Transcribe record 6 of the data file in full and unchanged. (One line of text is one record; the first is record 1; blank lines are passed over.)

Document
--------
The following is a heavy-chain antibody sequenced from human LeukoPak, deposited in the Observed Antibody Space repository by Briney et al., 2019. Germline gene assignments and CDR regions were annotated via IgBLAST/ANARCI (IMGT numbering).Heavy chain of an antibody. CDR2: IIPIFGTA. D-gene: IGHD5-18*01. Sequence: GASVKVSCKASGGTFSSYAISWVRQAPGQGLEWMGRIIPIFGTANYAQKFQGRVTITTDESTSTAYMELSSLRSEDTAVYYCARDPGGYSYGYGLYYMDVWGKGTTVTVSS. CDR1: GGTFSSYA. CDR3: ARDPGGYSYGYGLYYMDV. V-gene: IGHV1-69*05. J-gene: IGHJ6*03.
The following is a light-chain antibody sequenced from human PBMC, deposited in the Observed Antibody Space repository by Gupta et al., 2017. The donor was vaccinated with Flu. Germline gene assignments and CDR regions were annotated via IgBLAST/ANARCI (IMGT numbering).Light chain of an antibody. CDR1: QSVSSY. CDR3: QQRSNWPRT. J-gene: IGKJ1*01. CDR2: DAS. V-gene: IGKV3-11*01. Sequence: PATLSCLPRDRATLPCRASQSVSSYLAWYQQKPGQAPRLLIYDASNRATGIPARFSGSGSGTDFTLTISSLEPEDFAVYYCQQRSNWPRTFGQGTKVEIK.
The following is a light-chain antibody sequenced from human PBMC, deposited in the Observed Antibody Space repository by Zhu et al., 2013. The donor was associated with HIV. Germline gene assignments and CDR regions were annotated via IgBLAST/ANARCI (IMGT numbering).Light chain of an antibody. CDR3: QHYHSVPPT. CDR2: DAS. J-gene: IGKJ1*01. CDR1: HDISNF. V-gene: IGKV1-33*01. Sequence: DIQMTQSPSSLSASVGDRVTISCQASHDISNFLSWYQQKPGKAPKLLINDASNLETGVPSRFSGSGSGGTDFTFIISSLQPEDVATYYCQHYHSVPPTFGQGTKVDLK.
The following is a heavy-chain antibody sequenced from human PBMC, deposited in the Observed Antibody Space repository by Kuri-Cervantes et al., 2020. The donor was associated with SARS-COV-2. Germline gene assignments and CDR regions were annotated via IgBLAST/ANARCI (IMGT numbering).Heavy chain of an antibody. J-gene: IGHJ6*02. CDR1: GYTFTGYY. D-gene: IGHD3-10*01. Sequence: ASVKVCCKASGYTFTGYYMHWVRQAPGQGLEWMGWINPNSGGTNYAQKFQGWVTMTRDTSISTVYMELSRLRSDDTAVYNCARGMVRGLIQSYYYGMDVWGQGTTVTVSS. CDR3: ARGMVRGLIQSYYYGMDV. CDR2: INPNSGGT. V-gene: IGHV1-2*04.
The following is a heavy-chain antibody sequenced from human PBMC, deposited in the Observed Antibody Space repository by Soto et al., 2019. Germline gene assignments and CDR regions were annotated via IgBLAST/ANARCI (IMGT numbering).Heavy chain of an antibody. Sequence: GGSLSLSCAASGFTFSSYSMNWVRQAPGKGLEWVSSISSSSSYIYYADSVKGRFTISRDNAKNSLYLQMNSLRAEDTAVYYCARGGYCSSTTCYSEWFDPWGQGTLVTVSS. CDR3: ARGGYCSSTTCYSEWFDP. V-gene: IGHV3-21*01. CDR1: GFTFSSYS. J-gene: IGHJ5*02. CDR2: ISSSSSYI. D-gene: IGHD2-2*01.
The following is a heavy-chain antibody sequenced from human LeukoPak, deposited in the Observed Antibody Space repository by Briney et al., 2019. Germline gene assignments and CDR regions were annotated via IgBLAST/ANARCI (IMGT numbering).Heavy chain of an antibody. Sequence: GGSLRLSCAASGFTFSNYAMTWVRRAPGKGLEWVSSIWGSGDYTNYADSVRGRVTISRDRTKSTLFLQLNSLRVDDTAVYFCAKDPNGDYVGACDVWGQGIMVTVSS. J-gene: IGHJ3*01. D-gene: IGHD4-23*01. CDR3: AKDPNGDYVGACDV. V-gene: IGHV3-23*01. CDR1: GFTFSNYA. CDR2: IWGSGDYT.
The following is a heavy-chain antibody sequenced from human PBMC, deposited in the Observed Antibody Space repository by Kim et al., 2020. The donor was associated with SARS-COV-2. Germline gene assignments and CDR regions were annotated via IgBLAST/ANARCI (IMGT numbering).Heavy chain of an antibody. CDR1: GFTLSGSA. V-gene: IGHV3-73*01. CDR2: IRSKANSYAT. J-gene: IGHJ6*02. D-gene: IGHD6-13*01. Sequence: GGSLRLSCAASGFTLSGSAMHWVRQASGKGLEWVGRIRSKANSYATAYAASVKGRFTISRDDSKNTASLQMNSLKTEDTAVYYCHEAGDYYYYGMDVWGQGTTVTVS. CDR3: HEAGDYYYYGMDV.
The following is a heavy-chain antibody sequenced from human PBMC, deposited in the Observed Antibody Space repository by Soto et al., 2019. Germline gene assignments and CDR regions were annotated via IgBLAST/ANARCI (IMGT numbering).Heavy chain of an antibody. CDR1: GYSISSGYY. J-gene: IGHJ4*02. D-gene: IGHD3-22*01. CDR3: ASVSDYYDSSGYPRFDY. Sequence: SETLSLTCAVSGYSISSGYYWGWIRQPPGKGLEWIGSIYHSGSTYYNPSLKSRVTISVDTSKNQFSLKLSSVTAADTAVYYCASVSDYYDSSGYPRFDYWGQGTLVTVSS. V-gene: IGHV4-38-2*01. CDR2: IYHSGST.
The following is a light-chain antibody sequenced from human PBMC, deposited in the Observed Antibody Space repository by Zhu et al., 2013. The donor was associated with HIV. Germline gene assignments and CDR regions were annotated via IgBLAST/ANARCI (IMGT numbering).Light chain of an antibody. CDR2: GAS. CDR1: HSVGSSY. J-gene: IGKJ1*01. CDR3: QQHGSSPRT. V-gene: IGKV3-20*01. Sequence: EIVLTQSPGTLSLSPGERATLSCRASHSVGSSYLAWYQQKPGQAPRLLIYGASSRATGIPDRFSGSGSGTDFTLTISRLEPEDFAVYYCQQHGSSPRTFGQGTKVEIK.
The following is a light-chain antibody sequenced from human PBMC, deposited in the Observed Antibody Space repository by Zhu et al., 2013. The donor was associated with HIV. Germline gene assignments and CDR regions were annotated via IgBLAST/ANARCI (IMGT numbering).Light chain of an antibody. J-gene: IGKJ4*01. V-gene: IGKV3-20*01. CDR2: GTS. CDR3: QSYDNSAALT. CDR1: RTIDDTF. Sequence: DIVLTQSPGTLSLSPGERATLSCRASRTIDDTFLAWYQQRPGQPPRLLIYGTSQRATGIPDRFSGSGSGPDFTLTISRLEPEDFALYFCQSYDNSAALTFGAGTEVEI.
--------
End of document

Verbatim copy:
The following is a heavy-chain antibody sequenced from human LeukoPak, deposited in the Observed Antibody Space repository by Briney et al., 2019. Germline gene assignments and CDR regions were annotated via IgBLAST/ANARCI (IMGT numbering).Heavy chain of an antibody. Sequence: GGSLRLSCAASGFTFSNYAMTWVRRAPGKGLEWVSSIWGSGDYTNYADSVRGRVTISRDRTKSTLFLQLNSLRVDDTAVYFCAKDPNGDYVGACDVWGQGIMVTVSS. J-gene: IGHJ3*01. D-gene: IGHD4-23*01. CDR3: AKDPNGDYVGACDV. V-gene: IGHV3-23*01. CDR1: GFTFSNYA. CDR2: IWGSGDYT.